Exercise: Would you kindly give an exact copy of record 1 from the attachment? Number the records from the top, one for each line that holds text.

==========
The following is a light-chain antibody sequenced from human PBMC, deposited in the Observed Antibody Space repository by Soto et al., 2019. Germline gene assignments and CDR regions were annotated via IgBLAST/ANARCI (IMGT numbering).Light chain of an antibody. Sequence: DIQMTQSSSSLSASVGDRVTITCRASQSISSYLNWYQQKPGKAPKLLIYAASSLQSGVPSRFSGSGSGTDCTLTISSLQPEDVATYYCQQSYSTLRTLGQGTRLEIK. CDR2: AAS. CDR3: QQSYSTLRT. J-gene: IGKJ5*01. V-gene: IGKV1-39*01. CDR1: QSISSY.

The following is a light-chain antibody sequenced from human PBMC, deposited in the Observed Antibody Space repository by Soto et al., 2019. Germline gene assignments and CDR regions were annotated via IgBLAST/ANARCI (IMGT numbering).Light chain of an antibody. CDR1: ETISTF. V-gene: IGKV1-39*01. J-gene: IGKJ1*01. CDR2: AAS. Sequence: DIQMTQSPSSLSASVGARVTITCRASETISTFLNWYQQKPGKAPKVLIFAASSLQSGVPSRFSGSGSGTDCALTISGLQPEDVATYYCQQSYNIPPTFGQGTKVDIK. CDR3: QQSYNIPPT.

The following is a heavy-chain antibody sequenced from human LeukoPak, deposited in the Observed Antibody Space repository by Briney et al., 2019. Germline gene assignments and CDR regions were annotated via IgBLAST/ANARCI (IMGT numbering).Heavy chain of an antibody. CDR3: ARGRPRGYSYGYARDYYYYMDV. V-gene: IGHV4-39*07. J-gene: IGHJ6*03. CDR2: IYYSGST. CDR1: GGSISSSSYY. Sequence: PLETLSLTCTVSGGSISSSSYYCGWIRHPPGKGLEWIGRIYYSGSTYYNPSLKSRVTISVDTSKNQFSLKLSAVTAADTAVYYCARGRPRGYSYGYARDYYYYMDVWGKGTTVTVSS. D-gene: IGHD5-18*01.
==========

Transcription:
The following is a light-chain antibody sequenced from human PBMC, deposited in the Observed Antibody Space repository by Soto et al., 2019. Germline gene assignments and CDR regions were annotated via IgBLAST/ANARCI (IMGT numbering).Light chain of an antibody. Sequence: DIQMTQSSSSLSASVGDRVTITCRASQSISSYLNWYQQKPGKAPKLLIYAASSLQSGVPSRFSGSGSGTDCTLTISSLQPEDVATYYCQQSYSTLRTLGQGTRLEIK. CDR2: AAS. CDR3: QQSYSTLRT. J-gene: IGKJ5*01. V-gene: IGKV1-39*01. CDR1: QSISSY.